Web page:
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What actually went right amid a tragedy: How heroic professionals did their job just before the Baltimore bridge collapse

Tim Paradis,Ana Altchek,Geoff Weiss   

What actually went right amid a tragedy: How heroic professionals did their job just before the Baltimore bridge collapse
  • Certain factors may have minimized lives lost in the Baltimore bridge collapse.
  • Police halted traffic quickly, the collision occurred overnight, and rescue efforts were robust.

Two people were killed, and four are missing and presumed dead after a cargo ship collision caused the shocking collapse of Baltimore's Francis Scott Key Bridge — and authorities and marine experts say it could have been much, much worse.

But lives were saved thanks to a number of things that fell into place early Tuesday morning: quick thinking by the ship's crew and port authority police, an emergency comms system that appears to have worked as intended, and a whole lot of luck.

A key factor was the distress call, maritime experts told Business Insider.

The crew of the Singapore-tagged Dali container ship issued a mayday after they reportedly lost propulsion, giving authorities controlling the bridge a critical period of about 90 seconds to stop more vehicles from crossing the span.

Radio recordings reveal just how little time the Baltimore Port Authority police had.

At 1:27 a.m., a police officer can be heard ordering other cops to shut down traffic.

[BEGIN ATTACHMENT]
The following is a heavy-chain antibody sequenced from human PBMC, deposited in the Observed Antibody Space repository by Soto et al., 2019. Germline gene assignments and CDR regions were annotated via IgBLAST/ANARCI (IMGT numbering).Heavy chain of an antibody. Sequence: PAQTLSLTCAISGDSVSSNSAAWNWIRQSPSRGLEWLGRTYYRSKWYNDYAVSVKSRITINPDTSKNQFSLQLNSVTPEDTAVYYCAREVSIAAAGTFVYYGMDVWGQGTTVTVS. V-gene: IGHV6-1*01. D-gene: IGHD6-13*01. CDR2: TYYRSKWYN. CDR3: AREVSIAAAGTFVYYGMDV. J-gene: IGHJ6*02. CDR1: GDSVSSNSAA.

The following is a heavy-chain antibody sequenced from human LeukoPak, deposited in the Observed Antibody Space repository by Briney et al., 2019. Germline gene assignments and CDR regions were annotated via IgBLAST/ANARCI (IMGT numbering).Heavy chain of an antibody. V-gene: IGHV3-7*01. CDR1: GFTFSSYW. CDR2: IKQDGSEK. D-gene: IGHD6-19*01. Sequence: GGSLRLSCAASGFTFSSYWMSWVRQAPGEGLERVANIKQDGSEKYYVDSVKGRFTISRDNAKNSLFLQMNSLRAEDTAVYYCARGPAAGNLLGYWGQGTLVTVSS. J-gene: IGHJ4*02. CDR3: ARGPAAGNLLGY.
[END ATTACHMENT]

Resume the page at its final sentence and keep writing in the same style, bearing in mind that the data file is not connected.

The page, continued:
"I need one of you guys on the south side, one of you guys on the north side. Hold all traffic on the Key Bridge," the officer said. "There's a ship approaching that's just lost their steering."

As police confirmed the orders, the officer also said to contact the foreman of a work crew on the bridge and get them off "immediately."

But seconds later, the bridge collapsed. Rescue crews spent Tuesday and Wednesday looking for survivors in the frigid Patapsco River.

On Wednesday, authorities announced they had found the bodies of two people inside a submerged pickup truck. Four other men remain missing.

In seconds, authorities saved lives

Kevin Battle, the harbor master of Portland Harbor in Maine, told BI he was "amazed" that police could halt traffic to the bridge as quickly as they did.

"It was horrific what happened, but it could have been worse — there's no telling how many lives were saved by their quick responses," he said.

The mayday would have alerted all traffic around the 984-foot vessel that it was in trouble. That call would likely have been followed with a description of the distress that was occurring, Eric Dawicki, president of the Northeast Maritime Institute, told Business Insider.

Sounding the alarm appears to be what got word to those in charge of the bridge, he said.

"When they made that call, the bridge attendants did a remarkable job of stopping flow of traffic on each end. And that's what truly saved lives. They are truly the unsung heroes of this event," Dawicki said.

Andy Middleton, director of the Apostleship of the Sea in Baltimore, a Catholic ministry for seafarers, told BI he spent time with two members of the crew before they departed on what was to be a 28-day voyage, taking them to a nearby Walmart on Monday to buy personal items.

He said his brief interactions with the crew — as well as his 15 years providing aid to seafarers — leads Middleton to believe every effort was made to avoid what happened.

The crew dropped the ship's anchor to try to prevent a collision with the bridge support, according to the Maritime and Port Authority of Singapore, where the vessel was flagged.